Who ever thought that books that can’t exceed 3 inches in any direction could become such a huge success! What was to be a three day visit to Boston to learn about miniature books turned into an adventure that provided me with an excellent opportunity to meet avid collectors, printers, and booksellers that revolves around the saying “yes, a book can be too big!”
The Miniature Book Society was founded in 1983 and has had a conclave every year to help bring face to face interaction between its members. Obviously some conclaves are harder to get to than others (for example last year’s conclave in Vancouver was attended by 40 members) while others, like this year’s conclave in Boston, MA was one of the most attended in recent history (over 80 members). I take great pride in being one of those 80 attendees that was able to make it.
The first day was a meet and greet over a lovely dinner where we took over half of 75 Chestnut, a restaurant whose owner owns Cheers of TV fame.
The next day was registration and a nice reception hosted by Ann and David Bromer at Bromer Booksellers (you too Phil and Shannon!).
After the registration was a silent auction, which I won a lovely miniature book which was printed accordion style, and an exquisite buffet dinner. After the dinner, I won the award for being the most recent newlywed in attendance and won Miriam Mouse’s Marriage Contract, which is a lovely miniature book by Miriam Irwin. She even signed it for me!
Saturday was a day filled with meetings, talks, presentations, dinner with booksellers and collectors, and tours, all while ending with a live auction.
The tour of the Boston Athenaeum was particularly interesting because we got a top-to-bottom walkthrough of the Athenaeum (which houses 1/3 of George Washington’s original library).
The last day of the fair was more work than play (but isn’t playing all we do in bookselling?!?) because it was the bookfair.
Let me tell you, doing a bookfair for miniature books is a dream come true for booksellers because it means you only need to bring a carryon and all of your books with you on a plane.
Can’t wait for the conclave next year in Amsterdam!
A travel report from Rob:
My first visit to the Windy City couldn’t have been more enjoyable, although it only lasted a couple days. My first library visit was with Paul Gehl at the Newberry Library. They had a lovely exhibition (titled Plainly Spoken) organized by the Midwest Guild of Bookworkers, which showed 17 different bindings of sections of Julia Miller’s incredibly detailed bookbinding handbook Books Will Speak Plain. You can check out the online description here.
While visiting with Paul, I brought our copy of the 1824 edition of Peter Cottom’s Whole Art of Book-Binding. By total coincidence, a previous owner wrote on the front pastedown, in pencil, “Newberry Lib has 1811 English first”. This prompted us to do some searching and eventually we got to look at the first known manual of bookbinding in person. Needless to say, I was pretty excited.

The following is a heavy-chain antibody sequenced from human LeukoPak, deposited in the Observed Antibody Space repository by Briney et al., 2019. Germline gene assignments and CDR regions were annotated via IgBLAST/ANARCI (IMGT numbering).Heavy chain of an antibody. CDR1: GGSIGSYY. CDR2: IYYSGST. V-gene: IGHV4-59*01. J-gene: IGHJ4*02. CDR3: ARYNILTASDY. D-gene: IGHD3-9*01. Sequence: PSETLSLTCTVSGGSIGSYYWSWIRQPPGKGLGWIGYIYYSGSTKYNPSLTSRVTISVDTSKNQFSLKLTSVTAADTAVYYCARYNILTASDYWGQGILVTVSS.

The second stop was in Chicago’s South Side where I would meet with Alice Schreyer and Daniel Meyer of the University of Chicago. What followed was one of the most detailed library tours I have ever taken. The U of C library does not use off-site storage, quite the challenge for a collection of over 10 million volumes. So the library constructed an underground storage area in the Joe and Rika Mansueto Library, which houses a very advanced automated retrieval system complete with robotic cranes. This monster project took three years from 2008 – 2011, with the final volume being added in 2013.
The trip wouldn’t be complete without food! I went to the James Beard award-winning restaurant Blackbird (twice!), Buddy Guy’s Legends, and sampled a good ol’ fashioned Chicago deep dish pizza.
One of our nicest customers, Marcia Preston, called me in the spring of last year and invited me to give the 2014 Ron Ravneberg Lecture to the Aldus Society of Columbus, Ohio. This very active group of book lovers founded their Society in 2000 and it has grown to a very significant size. As with any trip, I planned several stops along the way. My wife, Millie, and I left on a Wednesday morning and kept to my strict personal guideline of never driving more than five hours in a day. That placed us in Washington, Pennsylvania early Wednesday afternoon and gave us time to tour the LeMoyne House and learn about its history and role in the Underground Railroad.
The next morning, under threat of snow, we were off to Columbus to meet Ed Hoffman, an ABAA dealer in Columbus and President of the Aldus Society. Ed took us to lunch in the historic district of Columbus, gave us a tour of the town, bought us ice cream at Jeni’s Ice Cream (which was unknown to us Easterners), and then took us to the home of the collector who had asked me to speak. We spent a delightful few hours looking at books and then returned to the hotel to rest up for the night’s speech. Here I am waxing lyrically about Oak Knoll.